Document Detail


Effects of a direct-fed microbial (primalac) on turkey poult performance and susceptibility to oral Salmonella challenge.
MedLine Citation:
PMID:  18577631     Owner:  NLM     Status:  MEDLINE    
Abstract/OtherAbstract:
A study was conducted to determine 1) the effect of a dietary direct-fed microbial (DFM) on turkey poult performance, 2) the effect of a DFM on a Salmonella challenge, and 3) the effect of feed processing on the efficacy of the dietary DFM. Day-of-hatch Large White female poults were placed in 2 rooms in 2 Petersime batteries per room. Twelve pens of 7 birds each were used in each battery (24 pens per room, 336 birds total). One of 4 dietary feed treatments was assigned to each pen (6 pens per room for each diet). One room housed non-Salmonella-challenged poults, and the other room housed poults challenged with a 1-mL oral gavage of Salmonella (10(10) cfu/mL). A single batch of starter ration was split into 4 parts and used to provide 4 dietary treatments: 1) mash feed with no DFM (M), 2) mash feed with DFM (Primalac; 0.9 kg/tonne of feed, MD), 3) pelleted (20-s steam conditioning at 80 degrees C) and crumbled feed with no DFM (C), and 4) pelleted and crumbled feed with DFM (CD). Feed and deionized, distilled water were provided ad libitum. Data were collected and analyzed separately for each room. Mortality was recorded for each pen on a daily basis and totaled by week and for the 3-wk period. Individual BW and feed consumption, by pen, were measured weekly. Weekly and cumulative BW gains and feed to gain ratios (F:G) were calculated. Liver, spleen, total and lower intestinal tract weights, intestinal length, and most-probable-number Salmonella populations were determined for one randomly selected bird per pen. Feeding processed feed resulted in improved BW and F:G. Feeding the DFM improved 3-wk cumulative F:G in birds not gavaged and reduced relative intestinal weight in birds gavaged. Salmonella populations were reduced 1 log by feeding DFM. Dietary DFM improved bird performance, reduced Salmonella populations, and was not affected by feed processing.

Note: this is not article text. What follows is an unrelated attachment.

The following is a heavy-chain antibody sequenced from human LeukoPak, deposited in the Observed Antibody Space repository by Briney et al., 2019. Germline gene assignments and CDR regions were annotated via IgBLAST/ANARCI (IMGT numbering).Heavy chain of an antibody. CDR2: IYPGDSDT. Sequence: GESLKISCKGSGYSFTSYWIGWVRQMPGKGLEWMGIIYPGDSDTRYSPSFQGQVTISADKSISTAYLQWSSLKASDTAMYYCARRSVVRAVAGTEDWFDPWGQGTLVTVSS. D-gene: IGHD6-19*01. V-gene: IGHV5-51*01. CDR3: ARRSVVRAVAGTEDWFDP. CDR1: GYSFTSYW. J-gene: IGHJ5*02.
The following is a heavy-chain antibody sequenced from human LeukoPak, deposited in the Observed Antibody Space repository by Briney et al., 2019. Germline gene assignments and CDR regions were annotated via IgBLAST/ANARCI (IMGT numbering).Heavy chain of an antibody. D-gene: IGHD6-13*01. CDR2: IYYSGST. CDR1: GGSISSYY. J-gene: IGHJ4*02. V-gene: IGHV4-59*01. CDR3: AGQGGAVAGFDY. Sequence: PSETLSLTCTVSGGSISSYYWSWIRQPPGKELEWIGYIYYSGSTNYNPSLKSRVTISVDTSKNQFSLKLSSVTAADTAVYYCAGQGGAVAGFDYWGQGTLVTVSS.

Authors:
J L Grimes; S Rahimi; E Oviedo; B W Sheldon; F B O Santos
Publication Detail:
Type:  Controlled Clinical Trial; Journal Article    
Journal Detail:
Title:  Poultry science     Volume:  87     ISSN:  0032-5791     ISO Abbreviation:  Poult. Sci.     Publication Date:  2008 Jul 
Date Detail:
Created Date:  2008-06-25     Completed Date:  2008-10-28     Revised Date:  2008-11-21    
Medline Journal Info:
Nlm Unique ID:  0401150     Medline TA:  Poult Sci     Country:  United States    
Other Details:
Languages:  eng     Pagination:  1464-70     Citation Subset:  IM    
Affiliation:
Department of Poultry Science, College of Agriculture and Life Sciences, North Carolina State University, Raleigh NC 27695, USA. jesse-grimes@ncsu.edu
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MeSH Terms
Descriptor/Qualifier:
Animal Feed / analysis
Animal Nutritional Physiological Phenomena
Animals
Diet / veterinary
Female
Poultry Diseases / drug therapy,  prevention & control*
Probiotics / pharmacology*
Salmonella Infections, Animal / prevention & control*
Turkeys / growth & development*

From MEDLINE®/PubMed®, a database of the U.S. National Library of Medicine


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